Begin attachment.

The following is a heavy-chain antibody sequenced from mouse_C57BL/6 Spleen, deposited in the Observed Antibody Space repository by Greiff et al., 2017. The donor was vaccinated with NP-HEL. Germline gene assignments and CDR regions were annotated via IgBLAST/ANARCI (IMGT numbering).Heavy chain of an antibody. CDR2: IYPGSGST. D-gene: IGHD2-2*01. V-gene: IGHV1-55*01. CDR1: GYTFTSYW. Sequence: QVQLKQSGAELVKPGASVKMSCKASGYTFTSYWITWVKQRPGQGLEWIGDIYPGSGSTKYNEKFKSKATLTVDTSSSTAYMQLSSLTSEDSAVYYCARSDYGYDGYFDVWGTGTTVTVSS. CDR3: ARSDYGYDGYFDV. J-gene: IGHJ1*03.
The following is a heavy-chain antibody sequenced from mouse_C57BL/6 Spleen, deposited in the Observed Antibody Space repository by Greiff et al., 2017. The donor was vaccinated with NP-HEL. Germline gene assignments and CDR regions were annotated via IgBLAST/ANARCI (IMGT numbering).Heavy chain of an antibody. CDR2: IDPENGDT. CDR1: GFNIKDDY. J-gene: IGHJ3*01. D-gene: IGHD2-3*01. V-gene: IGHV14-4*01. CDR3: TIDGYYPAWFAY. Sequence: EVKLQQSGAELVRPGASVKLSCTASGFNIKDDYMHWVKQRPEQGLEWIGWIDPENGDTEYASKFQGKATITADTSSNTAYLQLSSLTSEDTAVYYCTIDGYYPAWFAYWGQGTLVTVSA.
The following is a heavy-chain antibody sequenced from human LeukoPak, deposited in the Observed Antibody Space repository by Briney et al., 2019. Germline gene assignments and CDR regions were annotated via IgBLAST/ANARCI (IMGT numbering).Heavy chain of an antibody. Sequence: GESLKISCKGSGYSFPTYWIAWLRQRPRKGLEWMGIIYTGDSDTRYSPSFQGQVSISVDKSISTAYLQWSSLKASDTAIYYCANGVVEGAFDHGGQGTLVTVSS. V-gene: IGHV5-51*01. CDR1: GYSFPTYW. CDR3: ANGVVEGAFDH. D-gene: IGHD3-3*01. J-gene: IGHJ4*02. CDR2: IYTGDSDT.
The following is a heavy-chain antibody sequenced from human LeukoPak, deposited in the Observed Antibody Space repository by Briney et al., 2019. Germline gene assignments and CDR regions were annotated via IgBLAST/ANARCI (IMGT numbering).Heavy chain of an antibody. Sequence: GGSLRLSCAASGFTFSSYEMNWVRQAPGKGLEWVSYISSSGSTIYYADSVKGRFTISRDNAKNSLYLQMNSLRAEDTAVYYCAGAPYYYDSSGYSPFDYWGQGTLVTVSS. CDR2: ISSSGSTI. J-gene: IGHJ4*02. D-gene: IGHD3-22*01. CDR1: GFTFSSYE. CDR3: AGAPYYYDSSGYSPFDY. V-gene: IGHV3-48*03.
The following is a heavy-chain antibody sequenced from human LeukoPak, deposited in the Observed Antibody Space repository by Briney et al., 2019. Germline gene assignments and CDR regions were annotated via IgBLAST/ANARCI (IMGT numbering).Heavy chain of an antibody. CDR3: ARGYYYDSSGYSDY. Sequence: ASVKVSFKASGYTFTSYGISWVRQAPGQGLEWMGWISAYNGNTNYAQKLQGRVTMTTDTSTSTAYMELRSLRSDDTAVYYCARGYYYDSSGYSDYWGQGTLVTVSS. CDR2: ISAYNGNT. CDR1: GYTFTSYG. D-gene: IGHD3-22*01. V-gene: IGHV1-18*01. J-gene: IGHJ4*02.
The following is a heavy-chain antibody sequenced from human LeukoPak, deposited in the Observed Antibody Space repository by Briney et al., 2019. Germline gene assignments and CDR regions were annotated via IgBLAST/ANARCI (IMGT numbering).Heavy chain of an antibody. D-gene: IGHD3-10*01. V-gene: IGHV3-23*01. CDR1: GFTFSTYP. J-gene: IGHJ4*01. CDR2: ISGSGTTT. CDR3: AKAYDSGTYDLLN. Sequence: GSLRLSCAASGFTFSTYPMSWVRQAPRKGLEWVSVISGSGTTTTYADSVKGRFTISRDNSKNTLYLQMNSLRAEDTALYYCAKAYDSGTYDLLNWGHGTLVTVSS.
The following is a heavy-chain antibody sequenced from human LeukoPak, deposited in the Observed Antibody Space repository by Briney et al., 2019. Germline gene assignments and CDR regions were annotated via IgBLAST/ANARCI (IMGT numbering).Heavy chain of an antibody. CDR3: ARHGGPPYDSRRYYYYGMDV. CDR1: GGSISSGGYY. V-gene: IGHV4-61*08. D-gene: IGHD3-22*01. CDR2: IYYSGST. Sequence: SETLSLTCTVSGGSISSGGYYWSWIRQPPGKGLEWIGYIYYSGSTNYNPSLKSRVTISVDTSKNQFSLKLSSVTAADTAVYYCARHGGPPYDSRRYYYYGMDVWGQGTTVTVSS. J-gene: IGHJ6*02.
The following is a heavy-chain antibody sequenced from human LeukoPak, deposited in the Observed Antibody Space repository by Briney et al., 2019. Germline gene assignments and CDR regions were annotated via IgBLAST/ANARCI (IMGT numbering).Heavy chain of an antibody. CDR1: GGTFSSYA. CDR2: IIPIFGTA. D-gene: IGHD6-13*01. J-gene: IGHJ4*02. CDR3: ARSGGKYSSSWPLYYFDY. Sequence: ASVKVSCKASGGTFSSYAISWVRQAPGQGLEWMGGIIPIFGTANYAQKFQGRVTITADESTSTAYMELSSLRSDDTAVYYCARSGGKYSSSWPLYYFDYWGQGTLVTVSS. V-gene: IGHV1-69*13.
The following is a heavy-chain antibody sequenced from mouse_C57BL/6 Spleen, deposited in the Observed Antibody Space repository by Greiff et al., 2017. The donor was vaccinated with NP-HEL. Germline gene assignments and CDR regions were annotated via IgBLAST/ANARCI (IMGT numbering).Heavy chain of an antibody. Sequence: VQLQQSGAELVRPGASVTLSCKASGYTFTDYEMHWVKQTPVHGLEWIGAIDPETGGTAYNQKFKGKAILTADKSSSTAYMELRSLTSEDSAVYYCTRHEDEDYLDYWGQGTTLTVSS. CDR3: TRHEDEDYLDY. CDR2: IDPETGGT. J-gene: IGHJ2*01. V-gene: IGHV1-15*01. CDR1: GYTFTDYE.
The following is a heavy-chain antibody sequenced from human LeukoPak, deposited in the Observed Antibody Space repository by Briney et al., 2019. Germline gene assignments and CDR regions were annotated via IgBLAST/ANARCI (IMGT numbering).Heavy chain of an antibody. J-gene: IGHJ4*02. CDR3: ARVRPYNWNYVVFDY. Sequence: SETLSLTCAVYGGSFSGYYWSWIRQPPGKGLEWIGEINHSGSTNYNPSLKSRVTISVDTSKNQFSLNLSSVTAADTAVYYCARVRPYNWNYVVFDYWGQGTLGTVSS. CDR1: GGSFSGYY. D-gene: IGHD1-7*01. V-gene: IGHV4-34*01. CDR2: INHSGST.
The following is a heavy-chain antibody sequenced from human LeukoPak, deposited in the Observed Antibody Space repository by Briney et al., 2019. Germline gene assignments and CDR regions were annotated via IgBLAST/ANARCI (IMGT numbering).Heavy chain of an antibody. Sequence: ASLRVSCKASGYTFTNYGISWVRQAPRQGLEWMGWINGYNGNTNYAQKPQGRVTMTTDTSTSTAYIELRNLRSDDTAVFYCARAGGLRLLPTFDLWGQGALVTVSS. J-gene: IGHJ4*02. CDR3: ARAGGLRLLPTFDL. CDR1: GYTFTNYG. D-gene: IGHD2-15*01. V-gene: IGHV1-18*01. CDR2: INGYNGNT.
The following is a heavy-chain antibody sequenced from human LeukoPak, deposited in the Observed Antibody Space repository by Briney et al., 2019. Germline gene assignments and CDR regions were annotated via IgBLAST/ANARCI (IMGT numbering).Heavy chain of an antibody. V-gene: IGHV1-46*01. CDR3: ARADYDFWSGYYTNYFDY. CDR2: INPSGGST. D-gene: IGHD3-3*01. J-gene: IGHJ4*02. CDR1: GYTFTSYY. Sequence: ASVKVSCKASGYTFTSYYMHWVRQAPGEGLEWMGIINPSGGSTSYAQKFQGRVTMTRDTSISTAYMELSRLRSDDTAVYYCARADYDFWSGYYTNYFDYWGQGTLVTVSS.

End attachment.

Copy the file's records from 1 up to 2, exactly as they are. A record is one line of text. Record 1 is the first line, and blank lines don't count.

The following is a heavy-chain antibody sequenced from mouse_C57BL/6 Spleen, deposited in the Observed Antibody Space repository by Greiff et al., 2017. The donor was vaccinated with NP-HEL. Germline gene assignments and CDR regions were annotated via IgBLAST/ANARCI (IMGT numbering).Heavy chain of an antibody. CDR2: IYPGSGST. D-gene: IGHD2-2*01. V-gene: IGHV1-55*01. CDR1: GYTFTSYW. Sequence: QVQLKQSGAELVKPGASVKMSCKASGYTFTSYWITWVKQRPGQGLEWIGDIYPGSGSTKYNEKFKSKATLTVDTSSSTAYMQLSSLTSEDSAVYYCARSDYGYDGYFDVWGTGTTVTVSS. CDR3: ARSDYGYDGYFDV. J-gene: IGHJ1*03.
The following is a heavy-chain antibody sequenced from mouse_C57BL/6 Spleen, deposited in the Observed Antibody Space repository by Greiff et al., 2017. The donor was vaccinated with NP-HEL. Germline gene assignments and CDR regions were annotated via IgBLAST/ANARCI (IMGT numbering).Heavy chain of an antibody. CDR2: IDPENGDT. CDR1: GFNIKDDY. J-gene: IGHJ3*01. D-gene: IGHD2-3*01. V-gene: IGHV14-4*01. CDR3: TIDGYYPAWFAY. Sequence: EVKLQQSGAELVRPGASVKLSCTASGFNIKDDYMHWVKQRPEQGLEWIGWIDPENGDTEYASKFQGKATITADTSSNTAYLQLSSLTSEDTAVYYCTIDGYYPAWFAYWGQGTLVTVSA.